With another presidential election clicking into gear, the issue ofclass is sure to be raised, but it will be quickly doused by onemillionaire candidate or another saying something like: "Now, now,no one wants a class war in America." True, no one wants a classwar. In fact, we want so badly to avoid a class war that we'reafraid even to initiate the kinds of national discussions we'vemanaged to have about race, gender and sexuality. Part of thiscomes from the fact that the poor and working classes have no voicein the American media elite. Part of it is more subtle: Though thelaw offers equal opportunity to members of the lower classes, thereare enormous psychological barriers to upward mobility, and, often,an enormous price to be paid by those who overcome them.
In Limbo, his brilliant examination of people who have climbed fromthe poor or working classes into the middle and upper classes,Alfred Lubrano knocks down one of the walls that keep the classissue out of sight and earshot, and floods the subject with light.Born to a tough, kind Brooklyn bricklayer and a knowledge-hungryhousewife, Lubrano now lives on a horse farm, is a reporter for TheInquirer, and does commentary for National Public Radio, so heknows the joys and perils of this climb, and writes about them withan authority unavailable to someone merely making an academicstudy.
Limbo is a pitch-perfect interweaving of his own story - asneighborhood kid, Columbia scholarship student, newspaper reporter- with the stories of others who have made a similar journey. Someof the others, such as writers Richard Rodriguez and Dana Gioia,are well known. All are successful - surgeons, professors,executives, lawyers, teachers. And, beneath the business suits anddegrees, all of them carry histories that reach back to the meanstreets, the factories and farms, the dinner tables and bars atwhich their unschooled parents and less talented, less ambitious,or simply more frightened peers talked to them about the snobberyof the well-educated and well-off. "This book," Lubrano writes, "isa step toward understanding what people gain and what they leavebehind as they move from the working class to the middleclass."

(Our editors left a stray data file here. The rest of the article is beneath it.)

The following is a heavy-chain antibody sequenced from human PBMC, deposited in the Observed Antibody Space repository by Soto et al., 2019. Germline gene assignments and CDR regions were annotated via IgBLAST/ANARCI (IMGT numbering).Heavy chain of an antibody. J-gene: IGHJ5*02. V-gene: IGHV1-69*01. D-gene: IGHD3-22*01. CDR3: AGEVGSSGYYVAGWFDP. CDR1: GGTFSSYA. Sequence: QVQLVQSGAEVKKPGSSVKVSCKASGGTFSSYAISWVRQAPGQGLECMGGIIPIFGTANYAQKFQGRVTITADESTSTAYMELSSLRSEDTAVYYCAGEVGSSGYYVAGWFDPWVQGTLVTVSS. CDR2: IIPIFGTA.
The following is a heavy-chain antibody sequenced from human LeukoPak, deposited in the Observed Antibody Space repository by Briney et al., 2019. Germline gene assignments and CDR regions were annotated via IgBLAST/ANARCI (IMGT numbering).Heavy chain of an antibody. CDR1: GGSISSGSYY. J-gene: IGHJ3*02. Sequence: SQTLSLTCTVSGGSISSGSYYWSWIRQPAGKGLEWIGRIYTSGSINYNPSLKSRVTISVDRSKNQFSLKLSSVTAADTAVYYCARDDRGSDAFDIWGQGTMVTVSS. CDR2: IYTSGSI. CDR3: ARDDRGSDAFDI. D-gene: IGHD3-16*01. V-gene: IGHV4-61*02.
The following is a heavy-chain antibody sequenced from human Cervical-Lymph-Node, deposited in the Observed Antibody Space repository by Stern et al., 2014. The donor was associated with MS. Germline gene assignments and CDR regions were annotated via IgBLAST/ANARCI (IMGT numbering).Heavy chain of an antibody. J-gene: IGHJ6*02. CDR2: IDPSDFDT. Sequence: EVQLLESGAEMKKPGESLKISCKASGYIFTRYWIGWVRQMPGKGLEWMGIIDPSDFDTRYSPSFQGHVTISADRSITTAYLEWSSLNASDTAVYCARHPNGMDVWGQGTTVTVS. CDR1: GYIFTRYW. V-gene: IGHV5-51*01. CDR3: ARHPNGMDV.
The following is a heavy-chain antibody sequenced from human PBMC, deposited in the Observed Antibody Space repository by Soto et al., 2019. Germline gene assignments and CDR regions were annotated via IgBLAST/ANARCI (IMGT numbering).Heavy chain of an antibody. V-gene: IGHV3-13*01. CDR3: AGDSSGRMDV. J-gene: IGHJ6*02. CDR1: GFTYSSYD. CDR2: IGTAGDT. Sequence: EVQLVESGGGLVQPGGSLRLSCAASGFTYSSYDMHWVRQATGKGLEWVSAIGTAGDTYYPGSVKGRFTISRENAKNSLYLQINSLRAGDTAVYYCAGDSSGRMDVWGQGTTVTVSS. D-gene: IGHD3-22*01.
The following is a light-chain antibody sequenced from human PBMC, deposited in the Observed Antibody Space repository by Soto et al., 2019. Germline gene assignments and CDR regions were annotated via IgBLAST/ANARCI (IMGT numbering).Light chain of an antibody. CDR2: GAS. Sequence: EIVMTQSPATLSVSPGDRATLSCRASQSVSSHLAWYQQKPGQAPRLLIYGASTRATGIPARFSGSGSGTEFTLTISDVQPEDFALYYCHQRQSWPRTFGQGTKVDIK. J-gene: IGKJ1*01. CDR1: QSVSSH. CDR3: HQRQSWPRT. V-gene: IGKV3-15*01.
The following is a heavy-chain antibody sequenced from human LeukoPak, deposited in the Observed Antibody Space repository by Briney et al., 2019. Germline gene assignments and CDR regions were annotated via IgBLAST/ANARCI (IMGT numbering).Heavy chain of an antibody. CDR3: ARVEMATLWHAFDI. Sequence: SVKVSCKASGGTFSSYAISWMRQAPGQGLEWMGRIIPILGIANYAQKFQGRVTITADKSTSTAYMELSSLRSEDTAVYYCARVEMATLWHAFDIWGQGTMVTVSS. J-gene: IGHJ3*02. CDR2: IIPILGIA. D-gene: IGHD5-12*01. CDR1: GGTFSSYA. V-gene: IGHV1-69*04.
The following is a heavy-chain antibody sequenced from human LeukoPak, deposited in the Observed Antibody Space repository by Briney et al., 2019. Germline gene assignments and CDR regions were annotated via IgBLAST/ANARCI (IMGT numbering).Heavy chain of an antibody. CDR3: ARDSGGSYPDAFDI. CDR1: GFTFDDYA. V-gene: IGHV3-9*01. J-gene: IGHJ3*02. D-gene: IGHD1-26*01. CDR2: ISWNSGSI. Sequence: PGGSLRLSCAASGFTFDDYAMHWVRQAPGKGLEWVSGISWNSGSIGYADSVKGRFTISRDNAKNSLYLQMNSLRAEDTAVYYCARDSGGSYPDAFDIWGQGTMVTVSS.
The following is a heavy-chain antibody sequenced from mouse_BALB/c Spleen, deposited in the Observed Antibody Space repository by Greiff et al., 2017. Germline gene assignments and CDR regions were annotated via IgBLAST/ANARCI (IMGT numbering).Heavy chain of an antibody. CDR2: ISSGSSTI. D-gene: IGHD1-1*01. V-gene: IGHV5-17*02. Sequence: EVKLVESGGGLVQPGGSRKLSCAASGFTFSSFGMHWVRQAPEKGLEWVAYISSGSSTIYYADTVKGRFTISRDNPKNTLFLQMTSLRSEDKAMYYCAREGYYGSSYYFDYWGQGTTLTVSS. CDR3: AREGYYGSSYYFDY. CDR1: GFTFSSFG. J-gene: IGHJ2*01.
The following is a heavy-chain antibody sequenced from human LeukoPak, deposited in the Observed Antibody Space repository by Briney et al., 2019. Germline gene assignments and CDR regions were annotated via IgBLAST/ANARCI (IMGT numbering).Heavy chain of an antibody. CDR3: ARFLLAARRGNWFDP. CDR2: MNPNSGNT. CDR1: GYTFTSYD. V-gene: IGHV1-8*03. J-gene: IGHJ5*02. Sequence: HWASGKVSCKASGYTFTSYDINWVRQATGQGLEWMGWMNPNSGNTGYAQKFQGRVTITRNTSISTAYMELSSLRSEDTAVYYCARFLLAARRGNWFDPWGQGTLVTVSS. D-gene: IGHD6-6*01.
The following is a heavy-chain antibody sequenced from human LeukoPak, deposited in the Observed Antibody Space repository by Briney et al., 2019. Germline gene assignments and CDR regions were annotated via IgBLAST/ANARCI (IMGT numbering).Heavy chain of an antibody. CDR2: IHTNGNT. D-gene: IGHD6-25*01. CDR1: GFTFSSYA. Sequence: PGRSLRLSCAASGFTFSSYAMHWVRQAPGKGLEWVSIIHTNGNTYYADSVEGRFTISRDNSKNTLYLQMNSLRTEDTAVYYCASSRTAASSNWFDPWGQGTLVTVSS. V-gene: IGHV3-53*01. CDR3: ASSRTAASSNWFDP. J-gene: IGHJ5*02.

We already have an idea what they gain - nicer homes, cars andvacations, safer schools for their kids, safer jobs for themselves.But Lubrano wisely gives equal time to what they leave behind - thedirectness and authenticity of their hardworking relatives; therough, honest humor of their peers; a humility and a courage bornof daily discomfort.
"Much about working-class life is admirable and fine," Lubranowrites. "The trick is to avoid glorifying it without painting lifein it too darkly." So he gives us the racism, sexism andsmall-mindedness, too, the crippling envy and pettiness, all thethings that pushed his aptly named "Straddlers" out of the oldneighborhood in the first place.
After the Straddlers have earned their degrees, moved away from thefamiliar streets, and embarked on the types of careers theirparents once spoke about with envy or disdain, they face challengesparallel to those faced by immigrants to the land of plenty.Lubrano details those challenges in chapters on the workplace,dating, marriage and child-rearing. His research is extensive, andthe stories he elicits from interviewees are touching andraw.
There is the woman who loses on purpose while playing Scrabble withher less-well-educated mother; a young man who spends monthscarefully talking his closed-minded father into letting him go tocollege. Lubrano presents their stories sympathetically, linked tothem as he is by his own uncomfortable adjustment to the bright newworld of American success: "I often feel inhabited by two peoplewho don't speak to each other."
That duality will be intimately familiar to readers who have movedfrom humble backgrounds well up into the middle class, fromCampbell's soup to sushi, from stifling apartments to summer homes,from a sweaty tribal comfort to an anxious open-mindedness. Butthis book is too good and too important to be limited to a narrowaudience. In Limbo, Alfred Lubrano has said something fresh andtrue about our simplistic myth of upward mobility, and in doing sohe has illuminated the panoply of fear, hope, envy, courage andsacrifice that lies at the very heart of the American dream.(The Philadelphia Inquirer, November 2, 2003)
"Hopefully, this superbly written book will give voice to themillions who have to make this transition...." (San FranciscoChronicle, November 2, 2003)